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Electronics are critical to today's vehicles

Electronic systems have become all-encompassing in the automotive world. There is not a modern car, truck, commercial or agricultural vehicle that does not have electronic systems at the heart of their design. It is now common to find that electronics represents around one-third of the value of the vehicle - even more in some prestige models - and this has a major impact on how the vehicle works.

So many of the functions of a vehicle are dependent on electronics that a failure of the electronics system means the vehicle is simply unable to work. The effects of such a failure can range from the simple inconvenience for a car driver, the costly stoppage of an industrial plant or, for vehicles working in critical roles such as the emergency services, the difference between life and death.

To complicate matters further, these electronic systems are required to work in everyday situations that are actually extremely harsh. Extremes of temperature, shock and vibration, water and dust can all contribute to the failure of an electronic system. At the same time, the demand for increased functionality in today's vehicles are driving a growth in capabilities, and a consequent trend to pack more into smaller space. This means that the demands placed on individual components are high.

The electrical connections that passive components depend upon are particularly vulnerable. Automotive components are subject to vibrations that can vary widely from low- to high-frequency, depending upon their location within the vehicle. In addition, the shocks generated by travelling over rough roads, or even just the slamming of a door, can place large acceleration loads on solder joints. Finally, there may be differential expansion generated by extremes of temperature.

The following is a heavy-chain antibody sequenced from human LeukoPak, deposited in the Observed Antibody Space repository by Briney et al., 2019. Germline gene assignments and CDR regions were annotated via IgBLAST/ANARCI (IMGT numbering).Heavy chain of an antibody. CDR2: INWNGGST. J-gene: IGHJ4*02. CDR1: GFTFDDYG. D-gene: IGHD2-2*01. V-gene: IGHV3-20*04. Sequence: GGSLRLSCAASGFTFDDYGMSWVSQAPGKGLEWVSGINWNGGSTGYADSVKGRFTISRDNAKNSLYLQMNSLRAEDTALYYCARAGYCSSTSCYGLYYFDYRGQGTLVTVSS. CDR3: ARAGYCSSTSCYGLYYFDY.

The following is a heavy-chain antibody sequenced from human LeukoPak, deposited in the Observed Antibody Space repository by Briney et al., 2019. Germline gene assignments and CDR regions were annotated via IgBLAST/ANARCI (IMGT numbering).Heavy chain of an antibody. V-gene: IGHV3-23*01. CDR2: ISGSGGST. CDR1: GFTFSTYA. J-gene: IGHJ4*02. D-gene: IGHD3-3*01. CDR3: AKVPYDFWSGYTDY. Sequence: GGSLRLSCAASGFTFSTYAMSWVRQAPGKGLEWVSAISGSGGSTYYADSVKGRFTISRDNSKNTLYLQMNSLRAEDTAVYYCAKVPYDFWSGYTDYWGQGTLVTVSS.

All of these factors can contribute to severe strains on solder joints, potentially leading to their mechanical failure. In turn, this may result in intermittent shorting or the complete failure of the electrical circuit, rendering the system inoperative.

Our friends at KEMET are manufacturers of a wide range of passive components. They have been investigating the design of the termination of their multi-layer ceramic capacitors (MLCCs) to minimise the effects generated by the bending of the printed circuit board (PCB). They have created a white paper that explains the benefits of introducing a conductive-epoxy layer, whilst investigating the layer's effects on the electrical characteristics of the capacitor. Click here to read the full white paper.

The white paper is an example of the commitment shown by KEMET to providing passive components that can meet and exceed the demands of the modern automotive industry, as exemplified by the AEC-Q200 standard that certifies components for automotive use. KEMET's range of passive components are ideal for a wide range of automotive applications:

  • Safety - ranging from passenger restraint systems, anti-lock brakes and lane-detection systems to the latest trends in driverless vehicles.
  • Powertrain - engine management systems and electric motors and the latest kinetic energy recovery systems.
  • Infotainment - systems including driver controls, in-car entertainment, information systems and navigation displays.
  • Electric & Hybrid vehicles - battery and energy management systems.

 

Connector Geek is Dave in real life. With 29 years in the industry, Dave still likes talking about connectors almost as much as being a Dad to his two kids. He still loves Lego too...

3 Nov 2016, 13:39